Forward and up two steps, one enters the combined galley and wheelhouse with a dinette mounted forward and to port. Our fearless skipper is comfortable in his centre-mounted leather helm chair, a few guests are quite cosy in the dining banquette and hopefully someone is in the forward facing galley dealing with some drinks and perhaps a modest sliver of pate.
The dining table, while on the small side, moves in and out for better access, and two highchairs allow extra seating or one can use them to sit at the galley bar and chat with our budding chef. The galley is well equipped with Miele appliances and there are ample storage opportunities. Twin sinks, a garbage compactor, domestic refrigeration and granite bench tops give household comfort levels, and those working here are still connected with the skipper and guests. A curtain will separate this area during night navigation so as not to impede vision.
The helm station is commanding and being located well forward, the visibility is excellent. Electronic controls and panels connect the big Cats with the skipper and the Raymarine C140 navigation systems will guide you to whatever destination is selected. Camera systems connect with all parts of the vessel including the engineroom and the view aft when maneuvering. All the usual electrical controls are in place and the Westmar thruster controls, NAIAD stabilisers, Hynautic trim tabs and Muir winch can be easily controlled from the helm chair. A large wheel and effective power steering complete the general systems.
Two aircraft-style side doors allow quick access to the side and fore decks and they are fitted with opening windows for fresh-air ventilation. A few steps up the sidedecks and one is sheltered by the Portuguese bridge which has twin centre doors and two forward facing seats on either side for guests to enjoy the scenic cruise. A Muir Thor winch and very suitable ground tackle are mounted on a large fibreglass bowsprit, deckwash pumps and two hatches are on either side. I would have liked to see the now popular mud collecting tray fitted under the winch which prevents a messy fore deck, and perhaps that could be fitted as an option. Strong bowrails add an extra element of safety to this for'ard area and there is additional storage for fenders and lines in the Portuguese bridge.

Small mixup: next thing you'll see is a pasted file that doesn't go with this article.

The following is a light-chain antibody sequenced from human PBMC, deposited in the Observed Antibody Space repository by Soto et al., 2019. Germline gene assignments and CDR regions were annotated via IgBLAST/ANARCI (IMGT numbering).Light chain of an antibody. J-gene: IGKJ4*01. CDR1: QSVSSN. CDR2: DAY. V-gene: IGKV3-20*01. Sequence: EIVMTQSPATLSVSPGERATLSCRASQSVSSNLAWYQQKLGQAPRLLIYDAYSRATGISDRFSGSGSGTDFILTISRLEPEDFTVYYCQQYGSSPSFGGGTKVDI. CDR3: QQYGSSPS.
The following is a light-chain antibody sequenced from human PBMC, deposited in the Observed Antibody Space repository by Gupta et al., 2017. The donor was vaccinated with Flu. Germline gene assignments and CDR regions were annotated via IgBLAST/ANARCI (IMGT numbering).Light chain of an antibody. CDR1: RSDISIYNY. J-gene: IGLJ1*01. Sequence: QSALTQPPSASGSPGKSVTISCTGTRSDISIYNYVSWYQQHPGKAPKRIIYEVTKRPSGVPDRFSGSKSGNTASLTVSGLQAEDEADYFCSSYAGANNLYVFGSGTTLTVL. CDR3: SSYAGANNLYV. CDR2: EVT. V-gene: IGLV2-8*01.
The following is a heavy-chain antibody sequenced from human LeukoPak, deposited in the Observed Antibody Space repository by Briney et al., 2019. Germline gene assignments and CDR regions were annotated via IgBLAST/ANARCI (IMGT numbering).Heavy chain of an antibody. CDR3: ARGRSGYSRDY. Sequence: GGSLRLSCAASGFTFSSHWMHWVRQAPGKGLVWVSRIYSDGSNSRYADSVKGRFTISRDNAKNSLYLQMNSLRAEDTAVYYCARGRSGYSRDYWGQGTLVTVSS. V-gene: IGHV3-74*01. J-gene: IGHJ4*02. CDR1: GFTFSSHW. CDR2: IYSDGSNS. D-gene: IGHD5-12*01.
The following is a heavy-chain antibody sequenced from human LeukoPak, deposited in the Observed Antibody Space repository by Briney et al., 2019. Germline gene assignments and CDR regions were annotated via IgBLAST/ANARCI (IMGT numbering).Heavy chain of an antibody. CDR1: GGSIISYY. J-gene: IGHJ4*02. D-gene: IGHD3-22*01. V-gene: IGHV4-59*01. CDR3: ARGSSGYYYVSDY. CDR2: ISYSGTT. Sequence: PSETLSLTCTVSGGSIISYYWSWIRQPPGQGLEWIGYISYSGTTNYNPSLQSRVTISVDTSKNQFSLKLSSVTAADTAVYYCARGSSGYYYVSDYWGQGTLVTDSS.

For those wanting more fresh air, the flying bridge with hardtop and clears is accessed internally next to the galley, up some stylised stairs and through a large hatch onto the very large bridge area. Some extra grab rails were fitted locally, but the non-skid sections of the upper decks were rather glossy and slippery underfoot. And although the bridge had been fitted with the optional teak decking which offered a more secure footing, there were no handholds on the dashboard or along the underside of the hardtop. Again, they should be easy enough to install locally.
There are twin helm seats and a dash panel comprehensively fitted with many of the controls from below. There is also plenty of storage under the dash and the L-shaped sofa, which was nicely upholstered and under cover alongside the large table in the starboard corner. This is served by a console housing a sink, fridge and storage, and would be the perfect position for a large BBQ. The aft boat-deck will hold two tenders and is serviced by a Steelhead hydraulic crane of 500kg capacity.
Back in the lower wheelhouse, a semicircular stairwell on the starboard side leads down to the grand lower lobby which has a marble compass rose set in the floor and a domed ceiling with a replicated map of the Pacific, painted in the manner of an early explorer.
The accommodations are in three cabins and all are very glossy and spacious. The layout is excellent with a forward queen-sized VIP cabin in the bow, a twin cabin to port with side-by-side beds which are more accessible than the upper and lower style, and a vast master stateroom amidships with a king-sized bunk and every comfort. All these cabins are attractively fitted out with hanging lockers (the smell of the camphorwood was strong), storage drawers, cupboards, individual entertainment and climate control systems. The heads and showers were beautifully appointed and will not disappoint. Most comfortable.
Meanwhile, back in the saloon, a very cunningly hidden cupboard in the port aft corner opens to reveal the stairs to the fourth/crew cabin, which is fully self-contained with twin bunks, small galley, a head and shower, and Miele washer/dryer. Most of the major electrical controls relating to 240V are located on a wall panel in this cabin and the full-height access to the engineroom is through a door with a glass porthole. Twin Caterpillar C18 six-cylinder engines of 873hp each are beautifully installed along with twin Onan generators of 22 and 11kVa capacity. Chilled water air-conditioning, Victron inverter charger and all the other machinery is intelligently fitted. Three FRP fuel tanks total 7571lt and water capacity is of 1843lt, plus a watermaker to top this up.